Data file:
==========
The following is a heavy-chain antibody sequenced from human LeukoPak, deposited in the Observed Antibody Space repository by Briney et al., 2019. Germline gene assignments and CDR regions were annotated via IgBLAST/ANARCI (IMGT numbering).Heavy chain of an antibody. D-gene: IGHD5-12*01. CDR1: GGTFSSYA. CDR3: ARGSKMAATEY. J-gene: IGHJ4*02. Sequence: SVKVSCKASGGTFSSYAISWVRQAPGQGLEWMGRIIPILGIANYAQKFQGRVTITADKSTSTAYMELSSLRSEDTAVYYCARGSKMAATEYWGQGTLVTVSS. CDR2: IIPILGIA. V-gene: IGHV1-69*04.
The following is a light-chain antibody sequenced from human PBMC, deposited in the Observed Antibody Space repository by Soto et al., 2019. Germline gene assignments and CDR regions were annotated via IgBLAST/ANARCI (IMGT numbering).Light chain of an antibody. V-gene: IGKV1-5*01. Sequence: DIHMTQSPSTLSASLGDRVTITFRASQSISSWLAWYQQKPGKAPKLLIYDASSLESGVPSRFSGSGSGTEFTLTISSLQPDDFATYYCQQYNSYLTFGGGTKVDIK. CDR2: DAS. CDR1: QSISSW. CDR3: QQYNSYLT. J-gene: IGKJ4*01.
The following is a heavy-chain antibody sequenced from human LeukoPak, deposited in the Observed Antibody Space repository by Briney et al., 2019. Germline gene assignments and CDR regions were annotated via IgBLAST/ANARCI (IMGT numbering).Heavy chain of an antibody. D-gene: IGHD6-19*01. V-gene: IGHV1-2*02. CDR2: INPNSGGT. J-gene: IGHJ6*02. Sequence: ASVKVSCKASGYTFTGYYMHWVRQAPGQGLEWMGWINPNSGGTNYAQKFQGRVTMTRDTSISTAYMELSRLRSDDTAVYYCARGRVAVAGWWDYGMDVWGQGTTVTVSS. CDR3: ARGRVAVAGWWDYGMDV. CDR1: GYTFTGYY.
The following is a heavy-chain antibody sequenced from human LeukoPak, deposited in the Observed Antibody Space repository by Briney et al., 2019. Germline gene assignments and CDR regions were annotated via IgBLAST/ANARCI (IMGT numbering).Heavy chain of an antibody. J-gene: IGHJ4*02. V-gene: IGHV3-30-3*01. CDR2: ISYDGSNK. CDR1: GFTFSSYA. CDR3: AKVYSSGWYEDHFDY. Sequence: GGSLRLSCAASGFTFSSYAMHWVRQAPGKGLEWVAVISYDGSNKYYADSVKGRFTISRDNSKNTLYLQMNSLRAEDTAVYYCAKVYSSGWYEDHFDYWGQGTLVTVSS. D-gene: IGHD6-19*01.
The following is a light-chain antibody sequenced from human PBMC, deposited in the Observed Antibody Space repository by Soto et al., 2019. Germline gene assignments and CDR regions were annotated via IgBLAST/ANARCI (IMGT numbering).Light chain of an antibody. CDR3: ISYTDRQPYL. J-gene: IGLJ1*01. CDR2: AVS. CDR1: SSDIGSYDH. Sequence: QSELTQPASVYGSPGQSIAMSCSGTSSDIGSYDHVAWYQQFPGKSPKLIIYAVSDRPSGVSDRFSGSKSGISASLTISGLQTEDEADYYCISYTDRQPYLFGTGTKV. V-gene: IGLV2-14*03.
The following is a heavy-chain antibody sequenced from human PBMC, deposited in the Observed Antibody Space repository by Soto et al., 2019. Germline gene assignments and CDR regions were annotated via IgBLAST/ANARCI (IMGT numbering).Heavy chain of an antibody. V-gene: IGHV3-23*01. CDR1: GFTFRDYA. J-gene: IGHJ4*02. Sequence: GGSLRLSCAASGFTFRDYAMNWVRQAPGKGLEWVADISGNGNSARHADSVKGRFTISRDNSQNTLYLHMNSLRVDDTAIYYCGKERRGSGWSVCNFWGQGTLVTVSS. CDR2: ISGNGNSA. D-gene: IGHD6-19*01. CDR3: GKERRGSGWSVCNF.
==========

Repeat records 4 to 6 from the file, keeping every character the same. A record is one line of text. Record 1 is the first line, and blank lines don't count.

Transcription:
The following is a heavy-chain antibody sequenced from human LeukoPak, deposited in the Observed Antibody Space repository by Briney et al., 2019. Germline gene assignments and CDR regions were annotated via IgBLAST/ANARCI (IMGT numbering).Heavy chain of an antibody. J-gene: IGHJ4*02. V-gene: IGHV3-30-3*01. CDR2: ISYDGSNK. CDR1: GFTFSSYA. CDR3: AKVYSSGWYEDHFDY. Sequence: GGSLRLSCAASGFTFSSYAMHWVRQAPGKGLEWVAVISYDGSNKYYADSVKGRFTISRDNSKNTLYLQMNSLRAEDTAVYYCAKVYSSGWYEDHFDYWGQGTLVTVSS. D-gene: IGHD6-19*01.
The following is a light-chain antibody sequenced from human PBMC, deposited in the Observed Antibody Space repository by Soto et al., 2019. Germline gene assignments and CDR regions were annotated via IgBLAST/ANARCI (IMGT numbering).Light chain of an antibody. CDR3: ISYTDRQPYL. J-gene: IGLJ1*01. CDR2: AVS. CDR1: SSDIGSYDH. Sequence: QSELTQPASVYGSPGQSIAMSCSGTSSDIGSYDHVAWYQQFPGKSPKLIIYAVSDRPSGVSDRFSGSKSGISASLTISGLQTEDEADYYCISYTDRQPYLFGTGTKV. V-gene: IGLV2-14*03.
The following is a heavy-chain antibody sequenced from human PBMC, deposited in the Observed Antibody Space repository by Soto et al., 2019. Germline gene assignments and CDR regions were annotated via IgBLAST/ANARCI (IMGT numbering).Heavy chain of an antibody. V-gene: IGHV3-23*01. CDR1: GFTFRDYA. J-gene: IGHJ4*02. Sequence: GGSLRLSCAASGFTFRDYAMNWVRQAPGKGLEWVADISGNGNSARHADSVKGRFTISRDNSQNTLYLHMNSLRVDDTAIYYCGKERRGSGWSVCNFWGQGTLVTVSS. CDR2: ISGNGNSA. D-gene: IGHD6-19*01. CDR3: GKERRGSGWSVCNF.